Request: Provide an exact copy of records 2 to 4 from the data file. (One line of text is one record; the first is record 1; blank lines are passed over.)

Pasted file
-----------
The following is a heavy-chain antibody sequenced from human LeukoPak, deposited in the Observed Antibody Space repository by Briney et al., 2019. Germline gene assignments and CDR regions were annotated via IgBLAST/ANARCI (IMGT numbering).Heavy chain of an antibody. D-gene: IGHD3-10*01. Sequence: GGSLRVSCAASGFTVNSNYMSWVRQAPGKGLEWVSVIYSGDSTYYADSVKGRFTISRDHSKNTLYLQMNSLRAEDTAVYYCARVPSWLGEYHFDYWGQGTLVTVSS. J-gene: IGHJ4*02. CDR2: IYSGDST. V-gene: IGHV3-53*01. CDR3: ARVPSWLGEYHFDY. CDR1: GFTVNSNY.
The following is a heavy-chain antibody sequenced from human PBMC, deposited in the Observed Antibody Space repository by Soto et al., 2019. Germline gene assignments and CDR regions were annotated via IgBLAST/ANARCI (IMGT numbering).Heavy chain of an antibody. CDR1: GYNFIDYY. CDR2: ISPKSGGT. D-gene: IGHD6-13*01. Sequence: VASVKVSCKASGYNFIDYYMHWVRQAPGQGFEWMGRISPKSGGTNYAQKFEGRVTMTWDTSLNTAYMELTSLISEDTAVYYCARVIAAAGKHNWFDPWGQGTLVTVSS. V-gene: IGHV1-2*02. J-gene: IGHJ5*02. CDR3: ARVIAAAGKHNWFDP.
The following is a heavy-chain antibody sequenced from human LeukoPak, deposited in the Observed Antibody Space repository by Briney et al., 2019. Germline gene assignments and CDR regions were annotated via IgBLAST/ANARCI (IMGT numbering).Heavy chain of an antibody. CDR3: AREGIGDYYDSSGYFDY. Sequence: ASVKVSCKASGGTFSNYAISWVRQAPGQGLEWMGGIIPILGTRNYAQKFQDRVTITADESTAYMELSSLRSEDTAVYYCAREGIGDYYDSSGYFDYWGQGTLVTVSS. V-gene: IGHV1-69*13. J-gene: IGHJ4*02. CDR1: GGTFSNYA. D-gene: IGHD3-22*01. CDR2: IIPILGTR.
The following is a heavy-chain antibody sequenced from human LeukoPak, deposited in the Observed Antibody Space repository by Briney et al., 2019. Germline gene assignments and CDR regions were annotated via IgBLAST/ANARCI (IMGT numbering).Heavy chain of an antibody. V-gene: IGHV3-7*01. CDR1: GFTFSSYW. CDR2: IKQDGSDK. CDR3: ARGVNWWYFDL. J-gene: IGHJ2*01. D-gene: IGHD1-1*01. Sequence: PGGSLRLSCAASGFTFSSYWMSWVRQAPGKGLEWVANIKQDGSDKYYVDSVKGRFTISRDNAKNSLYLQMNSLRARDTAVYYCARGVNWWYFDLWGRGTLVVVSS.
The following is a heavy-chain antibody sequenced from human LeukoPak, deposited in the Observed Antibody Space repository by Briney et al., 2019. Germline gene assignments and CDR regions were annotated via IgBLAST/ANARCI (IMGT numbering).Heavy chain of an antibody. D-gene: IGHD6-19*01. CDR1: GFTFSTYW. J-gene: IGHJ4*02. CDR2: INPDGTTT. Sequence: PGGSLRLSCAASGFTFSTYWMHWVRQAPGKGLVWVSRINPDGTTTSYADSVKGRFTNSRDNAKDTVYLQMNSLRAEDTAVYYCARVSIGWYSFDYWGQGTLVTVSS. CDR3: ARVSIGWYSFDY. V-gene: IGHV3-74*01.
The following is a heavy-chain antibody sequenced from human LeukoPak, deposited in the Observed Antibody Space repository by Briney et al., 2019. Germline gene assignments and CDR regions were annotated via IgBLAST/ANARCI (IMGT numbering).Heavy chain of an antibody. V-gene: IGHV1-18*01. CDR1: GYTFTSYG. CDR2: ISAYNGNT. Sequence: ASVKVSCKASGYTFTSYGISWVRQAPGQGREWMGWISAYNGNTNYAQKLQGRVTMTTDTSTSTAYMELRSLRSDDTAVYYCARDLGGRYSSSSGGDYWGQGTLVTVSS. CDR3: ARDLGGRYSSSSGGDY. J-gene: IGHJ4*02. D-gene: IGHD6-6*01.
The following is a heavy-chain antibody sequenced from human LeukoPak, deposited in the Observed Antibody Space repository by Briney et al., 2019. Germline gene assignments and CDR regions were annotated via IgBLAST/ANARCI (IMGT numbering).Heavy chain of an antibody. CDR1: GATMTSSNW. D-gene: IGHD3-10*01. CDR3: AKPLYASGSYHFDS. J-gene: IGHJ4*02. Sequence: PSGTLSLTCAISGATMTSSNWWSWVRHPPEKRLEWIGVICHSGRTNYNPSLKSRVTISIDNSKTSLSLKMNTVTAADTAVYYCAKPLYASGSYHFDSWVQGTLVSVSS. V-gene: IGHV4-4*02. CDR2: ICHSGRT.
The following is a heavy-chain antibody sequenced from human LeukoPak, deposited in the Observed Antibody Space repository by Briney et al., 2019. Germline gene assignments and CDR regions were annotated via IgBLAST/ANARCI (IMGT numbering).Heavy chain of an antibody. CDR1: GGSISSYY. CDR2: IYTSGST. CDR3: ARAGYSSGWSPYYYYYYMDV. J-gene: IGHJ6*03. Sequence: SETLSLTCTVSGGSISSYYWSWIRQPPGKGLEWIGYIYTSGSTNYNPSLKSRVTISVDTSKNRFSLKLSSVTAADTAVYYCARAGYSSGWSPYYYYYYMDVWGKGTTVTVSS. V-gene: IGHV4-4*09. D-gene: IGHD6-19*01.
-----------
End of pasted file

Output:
The following is a heavy-chain antibody sequenced from human PBMC, deposited in the Observed Antibody Space repository by Soto et al., 2019. Germline gene assignments and CDR regions were annotated via IgBLAST/ANARCI (IMGT numbering).Heavy chain of an antibody. CDR1: GYNFIDYY. CDR2: ISPKSGGT. D-gene: IGHD6-13*01. Sequence: VASVKVSCKASGYNFIDYYMHWVRQAPGQGFEWMGRISPKSGGTNYAQKFEGRVTMTWDTSLNTAYMELTSLISEDTAVYYCARVIAAAGKHNWFDPWGQGTLVTVSS. V-gene: IGHV1-2*02. J-gene: IGHJ5*02. CDR3: ARVIAAAGKHNWFDP.
The following is a heavy-chain antibody sequenced from human LeukoPak, deposited in the Observed Antibody Space repository by Briney et al., 2019. Germline gene assignments and CDR regions were annotated via IgBLAST/ANARCI (IMGT numbering).Heavy chain of an antibody. CDR3: AREGIGDYYDSSGYFDY. Sequence: ASVKVSCKASGGTFSNYAISWVRQAPGQGLEWMGGIIPILGTRNYAQKFQDRVTITADESTAYMELSSLRSEDTAVYYCAREGIGDYYDSSGYFDYWGQGTLVTVSS. V-gene: IGHV1-69*13. J-gene: IGHJ4*02. CDR1: GGTFSNYA. D-gene: IGHD3-22*01. CDR2: IIPILGTR.
The following is a heavy-chain antibody sequenced from human LeukoPak, deposited in the Observed Antibody Space repository by Briney et al., 2019. Germline gene assignments and CDR regions were annotated via IgBLAST/ANARCI (IMGT numbering).Heavy chain of an antibody. V-gene: IGHV3-7*01. CDR1: GFTFSSYW. CDR2: IKQDGSDK. CDR3: ARGVNWWYFDL. J-gene: IGHJ2*01. D-gene: IGHD1-1*01. Sequence: PGGSLRLSCAASGFTFSSYWMSWVRQAPGKGLEWVANIKQDGSDKYYVDSVKGRFTISRDNAKNSLYLQMNSLRARDTAVYYCARGVNWWYFDLWGRGTLVVVSS.